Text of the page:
The Islands of Tahiti are a prime destination for excellent cuisine, offering a superb and truly unique range of exotic flavours and dishes to tantalise every palette.
From the Society Islands to the Marquesas Islands, the country’s climatic conditions have created a collection of real-life Garden of Edens, abundant with distinctly Polynesian characteristics, but each infused by their own signature charms.
The cuisine of The Islands of Tahiti is based around fruits, vegetables and meats, with a focus – perhaps unsurprisingly for a group of secluded tropical islands – on an abundant variety of tasty seafood.
Particularly not to be missed is Poisson Cru, the national dish, where raw tuna is marinated with lime and coconut milk, before being mixed with a healthy selection of vegetables. Literally translating as ‘raw fish’, the acid from the lime juice has a moderate cooking effect on the fish, contributing to its distinctive texture and taste.
Other fresh fish, such as Parrotfish, Ahi, and Mahi-Mahi make equally delicious mains, cooked in a creamy light sauce made from vanilla beans and coconut milk.
Vegetables across the Islands tend to be cooked in a Polynesian or French style, often spiced or sweetened with fine sauces, which contain vanilla or coconut milk. Some of the most famous dishes combining these elements are those such as ia ota, a tasty ocean fish dish made using soured vegetables, lemon sauce and coconut milk.
The Islands of Tahiti are also brimming with exotic fruits, and the endless varieties of bananas, papayas, mangos, watermelons, grapefruit, lemons and pineapples, are regularly put together to create delicious fruit salads, often with a hint of vanilla. The most popular of Tahitian fruits and vegetables is arguably breadfruit. Locally known as uru, it is a neutral tasting root plant that can be eaten raw or cooked, and sometimes even preserved as a kind of jam or chutney. Over 70 species of breadfruits provide a wide range of recipes to choose, from simple uru fries to a more refined uru dauphine, each abundant in B and C vitamins. The umara too, the Tahitian word for sweet potato, is a staple of many Tahitian diets.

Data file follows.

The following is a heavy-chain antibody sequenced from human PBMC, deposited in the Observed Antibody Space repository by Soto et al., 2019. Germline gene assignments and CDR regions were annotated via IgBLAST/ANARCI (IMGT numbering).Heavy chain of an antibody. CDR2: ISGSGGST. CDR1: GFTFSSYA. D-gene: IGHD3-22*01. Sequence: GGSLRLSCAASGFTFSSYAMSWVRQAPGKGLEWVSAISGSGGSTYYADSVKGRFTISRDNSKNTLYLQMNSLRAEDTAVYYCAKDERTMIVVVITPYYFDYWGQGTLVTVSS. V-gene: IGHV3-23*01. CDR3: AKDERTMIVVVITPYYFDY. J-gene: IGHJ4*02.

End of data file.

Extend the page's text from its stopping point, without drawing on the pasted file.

The Tahitian cooking method maintains the art of slow cooking, meaning most meals can take at least three hours to prepare. Meat is often cooked in an oven using natural wood or over volcanic stones and coals. Sometimes even in a hole made in the ground in the form of an earth oven, where banana leaves are placed on top and underneath the food as it cooks over the heat.
Of course, no amura’a, or Tahitian meal is complete without poe, a deliciously sweet pudding made of taro root flavoured with banana, vanilla, papaya or pumpkin and topped with coconut-milk sauce. Other treats include mouth-watering French croissants, or the tasty biscuit-like treats called kato, made with coconut milk.It is certainly no secret that eating well and enjoying food is as important to Polynesians as music and dance, and nowhere is this more apparent than in the food festival of Tiurai. Taking place for two weeks in July each year, exquisite food and Tahitian culture is promoted through parades, athletic events, dancing and singing. During the eating of tama`ara`a, the family table is decorated with flowers and fruits and is made as colourful as possible. Sometimes banana leaves are used to decorate the floor or the tables where the dishes are served. Guests at these celebrations are always crowned with the tiare flower, the symbol of Tahiti, amidst their sampling of the most delicious Tahitian cuisine.